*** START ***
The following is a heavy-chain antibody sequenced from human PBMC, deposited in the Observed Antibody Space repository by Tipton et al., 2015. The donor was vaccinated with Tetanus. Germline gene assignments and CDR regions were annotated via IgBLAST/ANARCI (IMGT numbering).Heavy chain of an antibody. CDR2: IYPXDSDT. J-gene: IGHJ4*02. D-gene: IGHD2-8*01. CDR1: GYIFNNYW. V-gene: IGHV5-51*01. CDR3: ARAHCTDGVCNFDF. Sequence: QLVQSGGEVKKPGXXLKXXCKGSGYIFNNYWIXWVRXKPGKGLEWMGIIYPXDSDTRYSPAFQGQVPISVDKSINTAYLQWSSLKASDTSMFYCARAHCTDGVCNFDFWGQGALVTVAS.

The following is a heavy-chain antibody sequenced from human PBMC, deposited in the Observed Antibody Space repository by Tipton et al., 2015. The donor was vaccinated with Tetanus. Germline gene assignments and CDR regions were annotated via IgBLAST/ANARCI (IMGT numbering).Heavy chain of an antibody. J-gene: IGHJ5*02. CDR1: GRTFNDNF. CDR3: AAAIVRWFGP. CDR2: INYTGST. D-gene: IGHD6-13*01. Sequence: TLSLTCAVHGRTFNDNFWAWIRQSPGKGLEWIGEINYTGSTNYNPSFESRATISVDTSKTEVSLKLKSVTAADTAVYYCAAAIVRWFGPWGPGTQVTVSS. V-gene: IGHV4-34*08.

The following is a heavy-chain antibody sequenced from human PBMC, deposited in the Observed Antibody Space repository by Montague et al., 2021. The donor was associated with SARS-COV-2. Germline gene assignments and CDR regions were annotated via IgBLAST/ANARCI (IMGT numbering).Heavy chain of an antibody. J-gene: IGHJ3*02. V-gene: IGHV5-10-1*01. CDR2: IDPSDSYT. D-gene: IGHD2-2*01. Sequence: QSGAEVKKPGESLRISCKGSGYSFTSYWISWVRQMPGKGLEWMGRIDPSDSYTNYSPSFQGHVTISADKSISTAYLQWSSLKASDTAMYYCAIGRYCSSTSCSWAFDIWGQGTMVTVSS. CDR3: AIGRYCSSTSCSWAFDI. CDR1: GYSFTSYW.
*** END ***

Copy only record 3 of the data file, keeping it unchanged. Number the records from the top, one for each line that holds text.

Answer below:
The following is a heavy-chain antibody sequenced from human PBMC, deposited in the Observed Antibody Space repository by Montague et al., 2021. The donor was associated with SARS-COV-2. Germline gene assignments and CDR regions were annotated via IgBLAST/ANARCI (IMGT numbering).Heavy chain of an antibody. J-gene: IGHJ3*02. V-gene: IGHV5-10-1*01. CDR2: IDPSDSYT. D-gene: IGHD2-2*01. Sequence: QSGAEVKKPGESLRISCKGSGYSFTSYWISWVRQMPGKGLEWMGRIDPSDSYTNYSPSFQGHVTISADKSISTAYLQWSSLKASDTAMYYCAIGRYCSSTSCSWAFDIWGQGTMVTVSS. CDR3: AIGRYCSSTSCSWAFDI. CDR1: GYSFTSYW.